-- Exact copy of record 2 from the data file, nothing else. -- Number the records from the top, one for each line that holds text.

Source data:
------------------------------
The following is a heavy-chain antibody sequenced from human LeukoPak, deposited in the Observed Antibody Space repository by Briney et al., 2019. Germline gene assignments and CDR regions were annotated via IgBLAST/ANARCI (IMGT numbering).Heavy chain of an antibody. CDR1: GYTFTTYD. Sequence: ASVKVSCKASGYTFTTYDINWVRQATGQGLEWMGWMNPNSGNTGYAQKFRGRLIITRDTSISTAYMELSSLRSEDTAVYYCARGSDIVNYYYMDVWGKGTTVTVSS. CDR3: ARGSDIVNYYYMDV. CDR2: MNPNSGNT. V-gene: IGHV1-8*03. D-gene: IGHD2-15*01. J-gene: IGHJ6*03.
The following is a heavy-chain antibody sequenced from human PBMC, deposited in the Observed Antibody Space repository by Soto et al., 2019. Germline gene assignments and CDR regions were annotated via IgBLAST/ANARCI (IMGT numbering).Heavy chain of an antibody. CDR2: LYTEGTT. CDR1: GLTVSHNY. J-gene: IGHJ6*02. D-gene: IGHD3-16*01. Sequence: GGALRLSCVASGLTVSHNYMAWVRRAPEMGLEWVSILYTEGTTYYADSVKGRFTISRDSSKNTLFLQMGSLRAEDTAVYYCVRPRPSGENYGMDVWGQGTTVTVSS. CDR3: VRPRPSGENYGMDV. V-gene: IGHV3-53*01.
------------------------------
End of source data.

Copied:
The following is a heavy-chain antibody sequenced from human PBMC, deposited in the Observed Antibody Space repository by Soto et al., 2019. Germline gene assignments and CDR regions were annotated via IgBLAST/ANARCI (IMGT numbering).Heavy chain of an antibody. CDR2: LYTEGTT. CDR1: GLTVSHNY. J-gene: IGHJ6*02. D-gene: IGHD3-16*01. Sequence: GGALRLSCVASGLTVSHNYMAWVRRAPEMGLEWVSILYTEGTTYYADSVKGRFTISRDSSKNTLFLQMGSLRAEDTAVYYCVRPRPSGENYGMDVWGQGTTVTVSS. CDR3: VRPRPSGENYGMDV. V-gene: IGHV3-53*01.